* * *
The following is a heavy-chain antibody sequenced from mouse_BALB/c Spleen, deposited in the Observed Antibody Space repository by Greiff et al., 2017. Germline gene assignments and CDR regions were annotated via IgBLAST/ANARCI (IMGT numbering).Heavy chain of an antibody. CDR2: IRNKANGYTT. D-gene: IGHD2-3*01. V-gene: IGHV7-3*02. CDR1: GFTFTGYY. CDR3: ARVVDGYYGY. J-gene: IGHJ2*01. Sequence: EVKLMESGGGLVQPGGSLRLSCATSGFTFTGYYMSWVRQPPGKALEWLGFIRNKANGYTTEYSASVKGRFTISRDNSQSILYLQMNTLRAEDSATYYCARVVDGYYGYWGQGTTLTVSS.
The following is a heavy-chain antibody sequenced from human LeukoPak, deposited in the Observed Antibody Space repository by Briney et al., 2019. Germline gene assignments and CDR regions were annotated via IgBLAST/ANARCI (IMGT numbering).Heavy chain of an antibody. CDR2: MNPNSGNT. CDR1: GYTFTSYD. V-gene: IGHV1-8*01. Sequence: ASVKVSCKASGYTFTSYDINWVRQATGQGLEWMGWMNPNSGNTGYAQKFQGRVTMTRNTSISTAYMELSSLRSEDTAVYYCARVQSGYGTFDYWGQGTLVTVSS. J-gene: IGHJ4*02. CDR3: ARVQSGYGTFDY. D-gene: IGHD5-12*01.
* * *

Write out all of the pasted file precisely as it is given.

The following is a heavy-chain antibody sequenced from mouse_BALB/c Spleen, deposited in the Observed Antibody Space repository by Greiff et al., 2017. Germline gene assignments and CDR regions were annotated via IgBLAST/ANARCI (IMGT numbering).Heavy chain of an antibody. CDR2: IRNKANGYTT. D-gene: IGHD2-3*01. V-gene: IGHV7-3*02. CDR1: GFTFTGYY. CDR3: ARVVDGYYGY. J-gene: IGHJ2*01. Sequence: EVKLMESGGGLVQPGGSLRLSCATSGFTFTGYYMSWVRQPPGKALEWLGFIRNKANGYTTEYSASVKGRFTISRDNSQSILYLQMNTLRAEDSATYYCARVVDGYYGYWGQGTTLTVSS.
The following is a heavy-chain antibody sequenced from human LeukoPak, deposited in the Observed Antibody Space repository by Briney et al., 2019. Germline gene assignments and CDR regions were annotated via IgBLAST/ANARCI (IMGT numbering).Heavy chain of an antibody. CDR2: MNPNSGNT. CDR1: GYTFTSYD. V-gene: IGHV1-8*01. Sequence: ASVKVSCKASGYTFTSYDINWVRQATGQGLEWMGWMNPNSGNTGYAQKFQGRVTMTRNTSISTAYMELSSLRSEDTAVYYCARVQSGYGTFDYWGQGTLVTVSS. J-gene: IGHJ4*02. CDR3: ARVQSGYGTFDY. D-gene: IGHD5-12*01.